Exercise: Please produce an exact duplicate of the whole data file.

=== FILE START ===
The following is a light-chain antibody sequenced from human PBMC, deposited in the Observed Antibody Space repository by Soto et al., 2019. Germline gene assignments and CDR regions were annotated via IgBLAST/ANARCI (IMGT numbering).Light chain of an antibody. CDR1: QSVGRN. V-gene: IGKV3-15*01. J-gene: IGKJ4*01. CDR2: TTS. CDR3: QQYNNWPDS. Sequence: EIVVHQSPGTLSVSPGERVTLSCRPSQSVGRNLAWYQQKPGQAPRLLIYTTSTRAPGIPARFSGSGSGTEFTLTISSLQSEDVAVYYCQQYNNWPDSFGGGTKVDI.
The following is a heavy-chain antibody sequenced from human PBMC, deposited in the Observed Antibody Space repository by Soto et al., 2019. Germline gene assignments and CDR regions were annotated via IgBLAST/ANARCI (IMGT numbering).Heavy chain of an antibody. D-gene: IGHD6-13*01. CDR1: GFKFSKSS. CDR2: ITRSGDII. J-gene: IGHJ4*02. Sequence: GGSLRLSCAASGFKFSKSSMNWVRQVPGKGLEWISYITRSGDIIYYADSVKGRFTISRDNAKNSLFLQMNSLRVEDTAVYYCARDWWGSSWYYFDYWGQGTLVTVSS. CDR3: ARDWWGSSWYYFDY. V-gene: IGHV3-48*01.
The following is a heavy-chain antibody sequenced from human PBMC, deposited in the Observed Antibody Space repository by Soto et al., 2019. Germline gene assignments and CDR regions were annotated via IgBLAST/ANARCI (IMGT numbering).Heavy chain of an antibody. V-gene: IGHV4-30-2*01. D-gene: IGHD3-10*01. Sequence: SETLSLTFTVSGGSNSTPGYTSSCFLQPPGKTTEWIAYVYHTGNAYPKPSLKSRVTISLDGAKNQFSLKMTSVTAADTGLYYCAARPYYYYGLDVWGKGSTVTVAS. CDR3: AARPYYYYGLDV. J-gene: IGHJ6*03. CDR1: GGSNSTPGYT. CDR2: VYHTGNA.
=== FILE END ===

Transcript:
The following is a light-chain antibody sequenced from human PBMC, deposited in the Observed Antibody Space repository by Soto et al., 2019. Germline gene assignments and CDR regions were annotated via IgBLAST/ANARCI (IMGT numbering).Light chain of an antibody. CDR1: QSVGRN. V-gene: IGKV3-15*01. J-gene: IGKJ4*01. CDR2: TTS. CDR3: QQYNNWPDS. Sequence: EIVVHQSPGTLSVSPGERVTLSCRPSQSVGRNLAWYQQKPGQAPRLLIYTTSTRAPGIPARFSGSGSGTEFTLTISSLQSEDVAVYYCQQYNNWPDSFGGGTKVDI.
The following is a heavy-chain antibody sequenced from human PBMC, deposited in the Observed Antibody Space repository by Soto et al., 2019. Germline gene assignments and CDR regions were annotated via IgBLAST/ANARCI (IMGT numbering).Heavy chain of an antibody. D-gene: IGHD6-13*01. CDR1: GFKFSKSS. CDR2: ITRSGDII. J-gene: IGHJ4*02. Sequence: GGSLRLSCAASGFKFSKSSMNWVRQVPGKGLEWISYITRSGDIIYYADSVKGRFTISRDNAKNSLFLQMNSLRVEDTAVYYCARDWWGSSWYYFDYWGQGTLVTVSS. CDR3: ARDWWGSSWYYFDY. V-gene: IGHV3-48*01.
The following is a heavy-chain antibody sequenced from human PBMC, deposited in the Observed Antibody Space repository by Soto et al., 2019. Germline gene assignments and CDR regions were annotated via IgBLAST/ANARCI (IMGT numbering).Heavy chain of an antibody. V-gene: IGHV4-30-2*01. D-gene: IGHD3-10*01. Sequence: SETLSLTFTVSGGSNSTPGYTSSCFLQPPGKTTEWIAYVYHTGNAYPKPSLKSRVTISLDGAKNQFSLKMTSVTAADTGLYYCAARPYYYYGLDVWGKGSTVTVAS. CDR3: AARPYYYYGLDV. J-gene: IGHJ6*03. CDR1: GGSNSTPGYT. CDR2: VYHTGNA.